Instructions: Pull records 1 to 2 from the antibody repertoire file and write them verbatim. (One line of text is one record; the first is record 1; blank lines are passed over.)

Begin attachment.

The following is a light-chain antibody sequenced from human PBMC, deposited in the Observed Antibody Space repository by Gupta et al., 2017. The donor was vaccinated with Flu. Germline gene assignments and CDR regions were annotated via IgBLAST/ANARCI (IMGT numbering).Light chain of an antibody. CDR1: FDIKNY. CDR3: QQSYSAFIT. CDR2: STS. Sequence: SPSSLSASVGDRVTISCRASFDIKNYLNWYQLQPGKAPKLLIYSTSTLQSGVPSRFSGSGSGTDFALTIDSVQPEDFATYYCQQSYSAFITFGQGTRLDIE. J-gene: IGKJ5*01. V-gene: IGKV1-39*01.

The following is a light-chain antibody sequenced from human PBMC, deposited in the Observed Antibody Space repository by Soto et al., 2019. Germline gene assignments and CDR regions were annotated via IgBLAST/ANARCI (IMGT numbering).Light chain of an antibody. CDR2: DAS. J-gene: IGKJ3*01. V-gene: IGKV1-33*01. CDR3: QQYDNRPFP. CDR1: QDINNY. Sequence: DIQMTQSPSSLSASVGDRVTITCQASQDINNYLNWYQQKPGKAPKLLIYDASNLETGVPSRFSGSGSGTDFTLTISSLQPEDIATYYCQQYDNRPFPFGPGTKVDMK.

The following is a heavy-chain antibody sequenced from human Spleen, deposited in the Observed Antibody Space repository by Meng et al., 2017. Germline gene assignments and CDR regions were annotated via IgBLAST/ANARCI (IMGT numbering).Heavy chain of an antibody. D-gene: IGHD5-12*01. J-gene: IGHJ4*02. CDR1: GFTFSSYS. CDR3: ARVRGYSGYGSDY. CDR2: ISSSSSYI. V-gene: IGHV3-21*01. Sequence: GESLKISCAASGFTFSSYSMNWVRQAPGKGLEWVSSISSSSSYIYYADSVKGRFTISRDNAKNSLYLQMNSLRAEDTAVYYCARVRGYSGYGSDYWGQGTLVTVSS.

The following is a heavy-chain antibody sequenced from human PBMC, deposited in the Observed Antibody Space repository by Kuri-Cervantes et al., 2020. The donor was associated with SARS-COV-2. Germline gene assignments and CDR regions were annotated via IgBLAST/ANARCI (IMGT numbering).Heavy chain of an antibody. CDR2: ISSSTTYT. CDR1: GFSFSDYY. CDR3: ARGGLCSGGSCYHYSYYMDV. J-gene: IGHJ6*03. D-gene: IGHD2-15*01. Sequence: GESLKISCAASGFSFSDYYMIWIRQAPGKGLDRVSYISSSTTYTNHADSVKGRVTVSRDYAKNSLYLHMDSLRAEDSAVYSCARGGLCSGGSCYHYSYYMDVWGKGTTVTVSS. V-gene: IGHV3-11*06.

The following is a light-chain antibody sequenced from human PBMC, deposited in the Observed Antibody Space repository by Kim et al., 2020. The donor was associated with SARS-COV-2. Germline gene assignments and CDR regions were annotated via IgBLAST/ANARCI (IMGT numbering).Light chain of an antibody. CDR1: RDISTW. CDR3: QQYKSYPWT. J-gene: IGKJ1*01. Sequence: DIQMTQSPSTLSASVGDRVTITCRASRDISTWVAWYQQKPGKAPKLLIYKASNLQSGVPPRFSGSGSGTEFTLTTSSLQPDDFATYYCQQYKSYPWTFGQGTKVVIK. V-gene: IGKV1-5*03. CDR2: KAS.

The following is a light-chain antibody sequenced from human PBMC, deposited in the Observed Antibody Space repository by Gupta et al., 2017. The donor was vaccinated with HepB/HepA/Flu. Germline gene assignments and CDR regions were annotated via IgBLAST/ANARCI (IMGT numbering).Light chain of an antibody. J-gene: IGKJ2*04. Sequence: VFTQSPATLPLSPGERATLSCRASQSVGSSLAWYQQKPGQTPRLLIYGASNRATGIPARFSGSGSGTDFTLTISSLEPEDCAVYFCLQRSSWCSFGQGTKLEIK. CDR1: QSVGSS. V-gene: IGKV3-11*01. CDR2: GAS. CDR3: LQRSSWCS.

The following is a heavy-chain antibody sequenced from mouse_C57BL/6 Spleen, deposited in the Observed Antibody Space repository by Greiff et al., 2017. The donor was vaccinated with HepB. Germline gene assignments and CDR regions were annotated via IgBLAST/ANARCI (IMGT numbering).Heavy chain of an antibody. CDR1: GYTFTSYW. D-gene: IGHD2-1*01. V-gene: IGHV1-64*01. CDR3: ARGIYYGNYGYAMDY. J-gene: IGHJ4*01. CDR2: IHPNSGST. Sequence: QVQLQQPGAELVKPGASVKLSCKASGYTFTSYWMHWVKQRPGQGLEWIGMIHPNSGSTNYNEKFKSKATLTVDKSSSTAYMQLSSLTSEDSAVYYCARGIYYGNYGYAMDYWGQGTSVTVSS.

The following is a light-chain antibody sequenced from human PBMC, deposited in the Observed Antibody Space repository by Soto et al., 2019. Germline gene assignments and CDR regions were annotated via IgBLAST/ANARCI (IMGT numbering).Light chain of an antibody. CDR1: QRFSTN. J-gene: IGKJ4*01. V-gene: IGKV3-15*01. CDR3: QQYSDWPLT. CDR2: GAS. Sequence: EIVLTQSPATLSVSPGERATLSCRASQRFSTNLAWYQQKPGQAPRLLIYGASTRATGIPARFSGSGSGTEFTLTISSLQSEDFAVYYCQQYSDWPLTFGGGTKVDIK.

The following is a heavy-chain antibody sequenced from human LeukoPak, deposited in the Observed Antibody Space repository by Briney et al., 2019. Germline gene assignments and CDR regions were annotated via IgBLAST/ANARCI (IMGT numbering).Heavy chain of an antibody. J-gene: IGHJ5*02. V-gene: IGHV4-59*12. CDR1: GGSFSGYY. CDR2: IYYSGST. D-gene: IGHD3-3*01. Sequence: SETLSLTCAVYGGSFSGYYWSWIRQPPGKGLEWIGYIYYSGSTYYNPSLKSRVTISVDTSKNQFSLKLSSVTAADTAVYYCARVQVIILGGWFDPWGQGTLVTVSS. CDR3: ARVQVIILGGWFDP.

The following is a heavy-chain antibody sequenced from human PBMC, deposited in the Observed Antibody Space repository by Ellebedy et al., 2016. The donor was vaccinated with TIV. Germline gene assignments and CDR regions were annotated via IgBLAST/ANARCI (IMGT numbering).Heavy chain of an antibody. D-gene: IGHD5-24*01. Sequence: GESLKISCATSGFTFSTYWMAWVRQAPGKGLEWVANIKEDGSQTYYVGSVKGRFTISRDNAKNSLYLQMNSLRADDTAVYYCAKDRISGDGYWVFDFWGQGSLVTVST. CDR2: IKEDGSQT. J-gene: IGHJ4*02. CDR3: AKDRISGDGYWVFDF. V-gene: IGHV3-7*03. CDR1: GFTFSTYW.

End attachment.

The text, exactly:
The following is a light-chain antibody sequenced from human PBMC, deposited in the Observed Antibody Space repository by Gupta et al., 2017. The donor was vaccinated with Flu. Germline gene assignments and CDR regions were annotated via IgBLAST/ANARCI (IMGT numbering).Light chain of an antibody. CDR1: FDIKNY. CDR3: QQSYSAFIT. CDR2: STS. Sequence: SPSSLSASVGDRVTISCRASFDIKNYLNWYQLQPGKAPKLLIYSTSTLQSGVPSRFSGSGSGTDFALTIDSVQPEDFATYYCQQSYSAFITFGQGTRLDIE. J-gene: IGKJ5*01. V-gene: IGKV1-39*01.

The following is a light-chain antibody sequenced from human PBMC, deposited in the Observed Antibody Space repository by Soto et al., 2019. Germline gene assignments and CDR regions were annotated via IgBLAST/ANARCI (IMGT numbering).Light chain of an antibody. CDR2: DAS. J-gene: IGKJ3*01. V-gene: IGKV1-33*01. CDR3: QQYDNRPFP. CDR1: QDINNY. Sequence: DIQMTQSPSSLSASVGDRVTITCQASQDINNYLNWYQQKPGKAPKLLIYDASNLETGVPSRFSGSGSGTDFTLTISSLQPEDIATYYCQQYDNRPFPFGPGTKVDMK.